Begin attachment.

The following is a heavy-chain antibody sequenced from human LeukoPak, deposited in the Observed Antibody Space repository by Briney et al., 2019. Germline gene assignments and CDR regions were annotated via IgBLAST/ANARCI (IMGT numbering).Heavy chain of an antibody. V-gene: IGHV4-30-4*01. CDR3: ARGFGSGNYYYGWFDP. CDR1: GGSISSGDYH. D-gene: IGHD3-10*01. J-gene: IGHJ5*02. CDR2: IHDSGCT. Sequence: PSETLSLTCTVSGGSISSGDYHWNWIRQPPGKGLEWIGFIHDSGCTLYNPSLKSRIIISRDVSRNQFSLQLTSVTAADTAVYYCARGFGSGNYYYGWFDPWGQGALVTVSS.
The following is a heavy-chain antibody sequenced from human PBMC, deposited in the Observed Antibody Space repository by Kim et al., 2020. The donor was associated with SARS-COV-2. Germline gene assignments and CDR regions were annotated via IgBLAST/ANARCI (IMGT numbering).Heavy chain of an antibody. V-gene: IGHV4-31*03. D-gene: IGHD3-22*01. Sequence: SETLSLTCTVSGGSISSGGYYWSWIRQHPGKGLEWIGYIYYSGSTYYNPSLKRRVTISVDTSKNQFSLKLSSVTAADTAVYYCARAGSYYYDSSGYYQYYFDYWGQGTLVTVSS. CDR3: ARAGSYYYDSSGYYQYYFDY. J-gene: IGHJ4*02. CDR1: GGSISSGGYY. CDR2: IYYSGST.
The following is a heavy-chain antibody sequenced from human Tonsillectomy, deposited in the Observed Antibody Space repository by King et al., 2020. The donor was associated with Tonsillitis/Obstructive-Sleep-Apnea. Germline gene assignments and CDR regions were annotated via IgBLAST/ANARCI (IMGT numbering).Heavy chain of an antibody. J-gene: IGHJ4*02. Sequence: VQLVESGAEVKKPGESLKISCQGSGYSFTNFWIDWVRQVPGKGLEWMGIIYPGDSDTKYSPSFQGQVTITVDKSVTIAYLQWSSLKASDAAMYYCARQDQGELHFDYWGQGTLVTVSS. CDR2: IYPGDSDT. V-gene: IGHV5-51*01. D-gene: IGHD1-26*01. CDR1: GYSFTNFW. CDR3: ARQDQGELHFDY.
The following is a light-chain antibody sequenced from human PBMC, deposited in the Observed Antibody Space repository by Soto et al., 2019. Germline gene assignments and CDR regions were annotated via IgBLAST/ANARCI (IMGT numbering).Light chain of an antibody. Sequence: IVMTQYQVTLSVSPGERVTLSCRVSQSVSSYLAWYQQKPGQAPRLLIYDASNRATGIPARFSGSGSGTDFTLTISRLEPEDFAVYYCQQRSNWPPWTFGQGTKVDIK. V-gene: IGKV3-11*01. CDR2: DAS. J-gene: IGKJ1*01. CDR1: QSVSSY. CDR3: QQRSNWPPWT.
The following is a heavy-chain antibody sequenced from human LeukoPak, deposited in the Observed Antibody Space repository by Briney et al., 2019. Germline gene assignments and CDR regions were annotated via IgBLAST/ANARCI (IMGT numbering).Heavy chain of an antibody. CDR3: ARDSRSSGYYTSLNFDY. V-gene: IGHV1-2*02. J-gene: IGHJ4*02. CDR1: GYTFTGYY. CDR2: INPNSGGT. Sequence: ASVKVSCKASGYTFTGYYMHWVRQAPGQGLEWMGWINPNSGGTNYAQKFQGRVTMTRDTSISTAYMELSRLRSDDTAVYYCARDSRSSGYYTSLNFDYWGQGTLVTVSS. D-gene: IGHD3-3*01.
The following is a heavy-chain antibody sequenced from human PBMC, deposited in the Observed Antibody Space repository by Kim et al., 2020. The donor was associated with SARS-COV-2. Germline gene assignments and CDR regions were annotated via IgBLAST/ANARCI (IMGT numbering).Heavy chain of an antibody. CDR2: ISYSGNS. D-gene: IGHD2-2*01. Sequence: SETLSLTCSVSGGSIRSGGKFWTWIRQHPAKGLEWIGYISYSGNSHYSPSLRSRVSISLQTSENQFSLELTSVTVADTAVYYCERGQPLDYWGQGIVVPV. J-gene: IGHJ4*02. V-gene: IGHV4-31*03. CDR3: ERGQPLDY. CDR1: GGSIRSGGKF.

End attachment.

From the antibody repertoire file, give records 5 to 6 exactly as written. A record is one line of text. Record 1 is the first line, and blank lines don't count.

The following is a heavy-chain antibody sequenced from human LeukoPak, deposited in the Observed Antibody Space repository by Briney et al., 2019. Germline gene assignments and CDR regions were annotated via IgBLAST/ANARCI (IMGT numbering).Heavy chain of an antibody. CDR3: ARDSRSSGYYTSLNFDY. V-gene: IGHV1-2*02. J-gene: IGHJ4*02. CDR1: GYTFTGYY. CDR2: INPNSGGT. Sequence: ASVKVSCKASGYTFTGYYMHWVRQAPGQGLEWMGWINPNSGGTNYAQKFQGRVTMTRDTSISTAYMELSRLRSDDTAVYYCARDSRSSGYYTSLNFDYWGQGTLVTVSS. D-gene: IGHD3-3*01.
The following is a heavy-chain antibody sequenced from human PBMC, deposited in the Observed Antibody Space repository by Kim et al., 2020. The donor was associated with SARS-COV-2. Germline gene assignments and CDR regions were annotated via IgBLAST/ANARCI (IMGT numbering).Heavy chain of an antibody. CDR2: ISYSGNS. D-gene: IGHD2-2*01. Sequence: SETLSLTCSVSGGSIRSGGKFWTWIRQHPAKGLEWIGYISYSGNSHYSPSLRSRVSISLQTSENQFSLELTSVTVADTAVYYCERGQPLDYWGQGIVVPV. J-gene: IGHJ4*02. V-gene: IGHV4-31*03. CDR3: ERGQPLDY. CDR1: GGSIRSGGKF.